Is Tai Chi a martial art that can be applied in a street fight or against an experienced fighter?


3 Answers 3


Taiji (Tai Chi) can be very effective for fighting. Historically speaking, taiji masters like Yang Luchan were among the most skilled fighters in China. In his time, taiji was known for fighting, and not for health benefits.

However, it is necessary to understand how taiji has changed in the years since this time. In the 20th century, China experienced a shortage of trained doctors. Knowing that martial arts like taiji were beneficial for health, the government had martial arts masters simplify the martial training for the masses so they could reap the health benefits. The result is large groups of people in China practicing taiji and qi gong in the parks, with perhaps little connection to the martial roots.

The result of this public health program is an inversion of the source of taiji's fame. Formerly known for martial skill with little known health benefits, taiji is now known for health benefits and little known for martial skill.

From The Harvard Medical School Guide to Tai Chi by Peter Wayne, with Mark Fuerst p. 21:

A noteworthy development in Tai Chi's widespread promotion for health was the development of a 24-posture simplified form, or the Beijing Form. This form was developed in 1956 by the National Physical Culture and Sports Commission of the People's Republic of China as a part of the drive to standardize Tai Chi training for social reform and sport. This form was part of a national fitness program. Today you can go to parks across China and see millions practicing Tai Chi. This practice is clearly part of the country's health maintenance system, and many Chinese hospitals integrate Tai Chi into rehabilitation.

In the present day, it is common to have taiji classes that do not actually teach fighting, or may teach only push hands. As you may expect, the martial results of this training are not so good.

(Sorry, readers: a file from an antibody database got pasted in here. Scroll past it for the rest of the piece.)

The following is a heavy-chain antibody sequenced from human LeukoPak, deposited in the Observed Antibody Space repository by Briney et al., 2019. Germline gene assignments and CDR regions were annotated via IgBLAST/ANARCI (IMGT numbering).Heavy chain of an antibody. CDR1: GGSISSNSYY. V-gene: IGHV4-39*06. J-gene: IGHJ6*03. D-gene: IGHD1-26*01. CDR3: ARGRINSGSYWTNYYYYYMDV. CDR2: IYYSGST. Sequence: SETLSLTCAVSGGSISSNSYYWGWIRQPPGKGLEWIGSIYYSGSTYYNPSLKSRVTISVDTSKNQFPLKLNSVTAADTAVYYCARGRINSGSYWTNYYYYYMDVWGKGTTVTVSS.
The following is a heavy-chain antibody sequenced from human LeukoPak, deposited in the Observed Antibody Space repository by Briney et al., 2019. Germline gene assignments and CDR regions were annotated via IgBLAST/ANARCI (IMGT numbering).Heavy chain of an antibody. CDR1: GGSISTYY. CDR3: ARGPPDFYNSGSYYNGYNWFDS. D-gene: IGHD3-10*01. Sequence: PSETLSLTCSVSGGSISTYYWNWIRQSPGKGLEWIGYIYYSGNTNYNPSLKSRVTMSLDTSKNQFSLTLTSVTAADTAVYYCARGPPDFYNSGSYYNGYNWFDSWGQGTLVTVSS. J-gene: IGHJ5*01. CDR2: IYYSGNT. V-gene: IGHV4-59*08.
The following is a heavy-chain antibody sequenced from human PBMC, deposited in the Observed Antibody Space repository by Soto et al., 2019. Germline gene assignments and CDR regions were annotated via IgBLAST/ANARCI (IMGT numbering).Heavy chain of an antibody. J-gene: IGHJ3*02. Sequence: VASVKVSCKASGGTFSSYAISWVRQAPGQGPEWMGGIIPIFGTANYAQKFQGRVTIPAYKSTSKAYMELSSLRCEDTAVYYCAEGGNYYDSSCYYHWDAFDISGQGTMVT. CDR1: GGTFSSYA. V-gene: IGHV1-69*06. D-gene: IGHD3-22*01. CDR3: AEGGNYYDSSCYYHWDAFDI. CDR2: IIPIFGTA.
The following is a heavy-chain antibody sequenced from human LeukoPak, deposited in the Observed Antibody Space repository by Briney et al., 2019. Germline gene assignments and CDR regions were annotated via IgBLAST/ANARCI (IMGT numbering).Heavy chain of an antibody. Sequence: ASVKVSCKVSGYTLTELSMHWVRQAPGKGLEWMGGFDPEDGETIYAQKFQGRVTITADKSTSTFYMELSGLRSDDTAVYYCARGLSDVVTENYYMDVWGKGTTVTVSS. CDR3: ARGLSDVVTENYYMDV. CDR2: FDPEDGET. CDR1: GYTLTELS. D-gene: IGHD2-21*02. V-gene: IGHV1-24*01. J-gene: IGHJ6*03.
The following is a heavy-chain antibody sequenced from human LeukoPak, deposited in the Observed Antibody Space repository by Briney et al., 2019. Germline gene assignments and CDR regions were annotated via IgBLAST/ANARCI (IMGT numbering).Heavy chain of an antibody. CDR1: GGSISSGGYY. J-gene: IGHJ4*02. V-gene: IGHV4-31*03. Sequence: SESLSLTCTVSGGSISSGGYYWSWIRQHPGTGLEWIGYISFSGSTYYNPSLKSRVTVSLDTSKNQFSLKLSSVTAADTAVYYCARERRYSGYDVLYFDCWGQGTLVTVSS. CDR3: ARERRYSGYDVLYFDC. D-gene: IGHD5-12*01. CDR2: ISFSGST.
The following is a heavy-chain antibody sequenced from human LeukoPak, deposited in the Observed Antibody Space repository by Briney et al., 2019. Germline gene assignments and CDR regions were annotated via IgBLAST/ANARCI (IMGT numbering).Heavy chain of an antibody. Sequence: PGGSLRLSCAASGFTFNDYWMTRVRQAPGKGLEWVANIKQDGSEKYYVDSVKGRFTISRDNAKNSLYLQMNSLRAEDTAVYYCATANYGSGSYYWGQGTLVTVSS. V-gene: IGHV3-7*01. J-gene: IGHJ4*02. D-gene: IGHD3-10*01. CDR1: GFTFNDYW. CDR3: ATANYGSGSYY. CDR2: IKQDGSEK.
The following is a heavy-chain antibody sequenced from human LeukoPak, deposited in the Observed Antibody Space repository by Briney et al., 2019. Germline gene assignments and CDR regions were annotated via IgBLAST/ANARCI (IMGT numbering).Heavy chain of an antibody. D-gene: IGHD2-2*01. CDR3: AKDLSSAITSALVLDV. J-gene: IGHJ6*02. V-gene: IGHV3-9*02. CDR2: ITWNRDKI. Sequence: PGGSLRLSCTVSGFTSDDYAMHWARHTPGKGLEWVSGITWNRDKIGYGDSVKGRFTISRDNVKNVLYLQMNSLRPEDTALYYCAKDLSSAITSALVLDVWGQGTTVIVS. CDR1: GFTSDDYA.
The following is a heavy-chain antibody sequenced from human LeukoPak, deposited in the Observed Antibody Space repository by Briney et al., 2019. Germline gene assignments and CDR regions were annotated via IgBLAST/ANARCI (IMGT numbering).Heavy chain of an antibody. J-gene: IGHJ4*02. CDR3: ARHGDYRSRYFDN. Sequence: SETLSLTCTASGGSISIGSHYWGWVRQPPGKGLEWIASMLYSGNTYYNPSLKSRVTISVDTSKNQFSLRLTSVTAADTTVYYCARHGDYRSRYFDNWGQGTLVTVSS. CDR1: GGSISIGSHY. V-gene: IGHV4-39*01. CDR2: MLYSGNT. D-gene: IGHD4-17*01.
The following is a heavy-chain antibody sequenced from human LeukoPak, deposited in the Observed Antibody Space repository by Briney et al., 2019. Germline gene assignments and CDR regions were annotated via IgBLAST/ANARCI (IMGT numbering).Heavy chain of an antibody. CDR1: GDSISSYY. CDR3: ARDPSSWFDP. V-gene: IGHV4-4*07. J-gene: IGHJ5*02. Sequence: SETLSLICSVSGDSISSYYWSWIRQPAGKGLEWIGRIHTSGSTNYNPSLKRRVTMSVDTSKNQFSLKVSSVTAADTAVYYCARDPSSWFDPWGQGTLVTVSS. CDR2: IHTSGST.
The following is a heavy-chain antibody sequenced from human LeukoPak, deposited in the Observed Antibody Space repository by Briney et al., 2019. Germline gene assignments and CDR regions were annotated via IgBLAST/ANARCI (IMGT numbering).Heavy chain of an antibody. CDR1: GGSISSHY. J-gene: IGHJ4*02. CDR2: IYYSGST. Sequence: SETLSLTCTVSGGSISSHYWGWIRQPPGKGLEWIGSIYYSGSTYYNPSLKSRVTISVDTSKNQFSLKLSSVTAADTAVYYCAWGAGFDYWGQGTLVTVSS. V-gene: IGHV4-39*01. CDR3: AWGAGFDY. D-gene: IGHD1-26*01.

I think that this question can not be answered easily as it is depending on each person how he can transfer the knowledge and practice he learned in classes to the street scenarios under pressure and adrenaline pump.

However, you have to realize that a punch is a punch and a kick is a kick, and that if the moment comes, all flashy movements disappear and what will be left, will be just a punch and just a kick ... sometimes a little hugging on the ground too ;-). (took - a punch is a punch and a kick is a kick from Bruce Lee)

My personal believe is, if you want to have a direct or at least close to street training, you should choose a martial art with a lots of sparring and competition aspect in it - and again, even then there is no guarantee that you will use it on the street.

Also, don´t forget that in real life there are also. let´s call it 3rd party objects, that you may have to defend against that you will not see in training ex. glas, baseball bat, knife, ashtray, billiard ball or bat etc.


Yes I think Tai Chi could be used in real fights. For example Nick Osipczak was a Pro MMA fighter that practices Tai Chi.

However I think having knowledge of many different martial arts is advantageous in a "real fight". Many Tai Chi techniques are used in other forms of fighting like Sanda Kickboxing. Krav maga, Gracie jiu jitsu, kickboxing, and wrestling are also valuable skills to have in a street fight. But honestly training to running fast in the opposite direction is going to be way more effective than trying to fight someone in the street with Tai Chi.

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